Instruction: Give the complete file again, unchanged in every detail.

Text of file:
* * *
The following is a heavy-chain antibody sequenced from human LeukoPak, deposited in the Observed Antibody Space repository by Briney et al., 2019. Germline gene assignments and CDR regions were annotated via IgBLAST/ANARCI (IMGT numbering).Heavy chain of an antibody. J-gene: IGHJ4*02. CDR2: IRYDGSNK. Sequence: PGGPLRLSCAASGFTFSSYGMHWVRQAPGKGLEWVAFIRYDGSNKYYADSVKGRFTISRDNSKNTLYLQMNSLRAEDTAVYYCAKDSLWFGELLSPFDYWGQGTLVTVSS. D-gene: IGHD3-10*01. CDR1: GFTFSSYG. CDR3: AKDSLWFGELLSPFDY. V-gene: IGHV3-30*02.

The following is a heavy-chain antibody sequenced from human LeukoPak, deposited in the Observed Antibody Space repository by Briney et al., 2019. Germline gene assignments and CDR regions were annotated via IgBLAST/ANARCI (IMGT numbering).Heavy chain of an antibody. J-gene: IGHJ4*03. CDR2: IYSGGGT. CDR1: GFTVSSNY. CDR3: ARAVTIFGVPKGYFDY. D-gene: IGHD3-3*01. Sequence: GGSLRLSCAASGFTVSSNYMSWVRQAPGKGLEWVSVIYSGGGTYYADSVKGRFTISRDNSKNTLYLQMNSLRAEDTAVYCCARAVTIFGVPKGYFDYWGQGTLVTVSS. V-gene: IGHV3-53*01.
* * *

The following is a heavy-chain antibody sequenced from human LeukoPak, deposited in the Observed Antibody Space repository by Briney et al., 2019. Germline gene assignments and CDR regions were annotated via IgBLAST/ANARCI (IMGT numbering).Heavy chain of an antibody. J-gene: IGHJ4*02. CDR2: IRYDGSNK. Sequence: PGGPLRLSCAASGFTFSSYGMHWVRQAPGKGLEWVAFIRYDGSNKYYADSVKGRFTISRDNSKNTLYLQMNSLRAEDTAVYYCAKDSLWFGELLSPFDYWGQGTLVTVSS. D-gene: IGHD3-10*01. CDR1: GFTFSSYG. CDR3: AKDSLWFGELLSPFDY. V-gene: IGHV3-30*02.

The following is a heavy-chain antibody sequenced from human LeukoPak, deposited in the Observed Antibody Space repository by Briney et al., 2019. Germline gene assignments and CDR regions were annotated via IgBLAST/ANARCI (IMGT numbering).Heavy chain of an antibody. J-gene: IGHJ4*03. CDR2: IYSGGGT. CDR1: GFTVSSNY. CDR3: ARAVTIFGVPKGYFDY. D-gene: IGHD3-3*01. Sequence: GGSLRLSCAASGFTVSSNYMSWVRQAPGKGLEWVSVIYSGGGTYYADSVKGRFTISRDNSKNTLYLQMNSLRAEDTAVYCCARAVTIFGVPKGYFDYWGQGTLVTVSS. V-gene: IGHV3-53*01.